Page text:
Kwan-Chen Ma profile picture
@Ted Hu Yes, Micro's guidance confirms my previous article on Micron.
In this paper and in any other posts, I always use "forward-looking" analysts forecasts to price the stocks (or sector) in this post.

I agree with you everything is priced in tech now. And I am saying that the entire sector is over-priced in.

Thanks for your good comments.
MTSkyInvesting profile picture
CVNA insiders continue to sell stock at a blister pace. It wouldn't surprise me in the least to find out later there was fraud.
Professor , can I ask when you mentioned tech stock , you mentioned hardware . As only hardware has the nature of commodisation. Software are scalable . No supply shortage issue . And software is more than zoom and wfh . There are open market trade for software . Payment platform is an example .
It’s difficult to do a top down approach. Valuation is an art . And tech is so big to generalise nowadays .
nathanlane profile picture
@heung Look very carefully at his graphs. There is a pattern. Maybe it won't repeat itself, but valuations for software and hardware are very high.
I think the answer is on growth not on price . Eg Twlo was bottomed at 26$ when Uber discarded the earnings it’s communication Cpsaas , it has then has 65% annual growth since then , now is 10 times .
Square was 8$ when Starbucks dropped its card, now its over 230$ . How about crowdstrike , ZS, firefly . Did they grow through the 3% 10-year yield ? Didn’t they go through the US/China trade war ,
It’s on negative rate now , the market is muddy but growth is growth . Cylical is cylical .
Kwan-Chen Ma profile picture
@nathanlane yes, as much I love AMD and Nvidia. They are valued at the high side.
Tech stocks that continue to ring the register will continue to move up. It is the tech stocks that have trouble ringing the register that will stall out!!
Kwan-Chen Ma profile picture
@kevinconnolly Yes, you are talking about momentum now. Tech sector has done so well so pretty much all stocks have been up.
KATCHKE profile picture
with all due respect (because I follow your insights closely), Kwan-Chen, I see the situation exactly in the other way. in fact, it is quite possible we are being set-up for a market 'blow-up'. I quote from an email I sent two days ago to my associate, Stone.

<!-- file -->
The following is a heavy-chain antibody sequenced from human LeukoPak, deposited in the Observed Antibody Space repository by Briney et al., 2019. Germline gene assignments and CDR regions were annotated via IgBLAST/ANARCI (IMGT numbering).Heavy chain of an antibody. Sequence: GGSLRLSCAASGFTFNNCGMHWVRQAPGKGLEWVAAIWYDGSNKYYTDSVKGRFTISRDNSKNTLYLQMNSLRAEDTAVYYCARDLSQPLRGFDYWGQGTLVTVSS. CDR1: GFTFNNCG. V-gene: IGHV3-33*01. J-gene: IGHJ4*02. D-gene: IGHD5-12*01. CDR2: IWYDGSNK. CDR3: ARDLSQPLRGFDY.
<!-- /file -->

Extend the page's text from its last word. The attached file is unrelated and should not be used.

"why are the growth stocks improving across-the-board today, Stone ?

this is because we have two only trading days (including today) left in the first quarter. the effect is called 'window dressing' of portfolios by 'supposedly' professional money managers. so they have been buying what has been 'working' in the last several weeks, such as your sleepy, stodgy Cleveland Cliffs (up two today), to participate with the rising market Dow and S&P. but to compound matters, they are also selling, and refraining from buying, eroding growth stocks under pressure because they are temporarily 'not working'.

this is sometimes taken to an extreme. for example, the portfolio manager who bought FuboTV at 30 seven days ago could sell it quickly near 20 because he doesn't want to look too inept in showing it when the transactions for the first quarter are soon published by his mutual/hedge fund, or sent to his clients. so the guy would rather take a quick loss (honestly ! ) instead of having the 'wrong' buy transactions in print which could well soon turn out to be quite okay. this demonstrates one of the reasons why professional managers can't beat the index funds--because they don't get emotionally whipsawed in the market, compounded with the extra transaction costs to boot ! "
Kwan-Chen Ma profile picture
@KATCHKE Yes, you have a good point there. I am not disagreeing with you. But what I showed is the tech sector valuation effect that we are experiencing for a long time.
Nothing wrong with tech stock, but you gotta make something, we completely ran out of computers here in Australia something about chips
Kwan-Chen Ma profile picture
Good morning! Thanks for the read and look forward to your comments.
In other words market waiting for amazon union vote to cause a destined sell off.